Evaluation and Control of Ground Sucker Formation in Burley Tobacco Varieties

  • Miller, Robert (PI)

Grants and Contracts Details


The use of hydroponically produced tobacco transplants, commonly referred to as "float plants", has been widely adopted by tobacco producers over the last several years. There are many advantages to using float plants, with reduction in labor, the ability to hold plants when soil conditions are too wet to transplant, uniform stand establishment, and rapid grow-off being the most important. However, one negative aspect of float plants is their increased propensity to form basal axillary buds or shoots, commonly referred to as "ground suckers". Growth of the axillary shoots is usually repressed after apical dominance is re-established in plants following transplanting; as a result, ground suckers often do not grow beyond 6-8 inches in length and therefore are of no consequence. However, if the re-establishment of apical dominance is delayed, or the apical meristem is injured from insect or hail damage, ground suckers may continue to grow, resulting in significant problems during harvest and potential reductions in yield. There is no clear understanding as to why ground suckers are so much more prevalent in hydroponically produced transplants. One possibility is that there is a difference in levels of specific levels of plant hormones between traditional versus hydroponically produced transplants. Of particular interest is the ratio of auxins, which are produced primarily in apical meristems, to cytokinins, which are primarily produced in the roots of plants. Before tobacco plants are topped, auxin from apical buds travels down the stalk to inhibit sucker growth. This promotes primary shoot growth, and restricts lateral branching. Cytokinin moves from the roots into the shoots, eventually signaling lateral bud growth. When the apical bud is removed from tobacco plants at topping, the auxin to cytokinin ratio is altered and sucker growth increases dramatically. The root to shoot ratio in hydroponically grown plants is much greater compared to plants grown in traditional plant beds. The hypothesis that the proposed research will investigate is that this difference in root to shoot ratio between traditional versus hydroponically produced transplants results in a significantly different auxin to cytokinin ratio, thereby initiating the development of ground suckers. The research will attempt to identify optimal levels of hormone concentrations that can be added to float water to minimize or eliminate ground sucker formation without adversely affecting plant growth or yield potential.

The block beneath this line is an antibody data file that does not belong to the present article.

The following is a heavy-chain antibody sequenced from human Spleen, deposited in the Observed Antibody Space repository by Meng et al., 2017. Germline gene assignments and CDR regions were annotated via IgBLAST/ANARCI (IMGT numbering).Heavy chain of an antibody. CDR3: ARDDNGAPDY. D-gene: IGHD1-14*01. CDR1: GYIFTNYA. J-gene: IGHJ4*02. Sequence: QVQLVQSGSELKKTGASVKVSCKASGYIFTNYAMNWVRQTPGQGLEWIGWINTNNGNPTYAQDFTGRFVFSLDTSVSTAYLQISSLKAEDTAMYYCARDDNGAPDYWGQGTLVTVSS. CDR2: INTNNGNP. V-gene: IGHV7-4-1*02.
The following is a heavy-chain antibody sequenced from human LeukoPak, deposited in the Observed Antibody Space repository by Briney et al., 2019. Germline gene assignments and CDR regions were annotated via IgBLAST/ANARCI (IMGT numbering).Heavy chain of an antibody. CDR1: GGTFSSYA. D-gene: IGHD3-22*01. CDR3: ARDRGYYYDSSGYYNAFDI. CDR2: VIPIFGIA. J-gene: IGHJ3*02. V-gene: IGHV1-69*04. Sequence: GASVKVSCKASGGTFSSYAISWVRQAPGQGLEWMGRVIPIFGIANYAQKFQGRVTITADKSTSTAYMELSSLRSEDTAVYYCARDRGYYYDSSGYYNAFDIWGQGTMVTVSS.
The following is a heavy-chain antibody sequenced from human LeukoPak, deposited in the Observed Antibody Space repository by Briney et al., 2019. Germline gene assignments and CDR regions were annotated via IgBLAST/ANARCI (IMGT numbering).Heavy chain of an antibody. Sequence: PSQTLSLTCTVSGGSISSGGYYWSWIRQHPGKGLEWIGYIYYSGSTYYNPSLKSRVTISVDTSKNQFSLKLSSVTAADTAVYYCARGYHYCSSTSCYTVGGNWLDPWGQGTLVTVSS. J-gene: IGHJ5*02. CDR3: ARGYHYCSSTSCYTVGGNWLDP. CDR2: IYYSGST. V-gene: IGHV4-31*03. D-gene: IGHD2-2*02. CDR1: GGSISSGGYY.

Effective start/end date2/1/151/31/16


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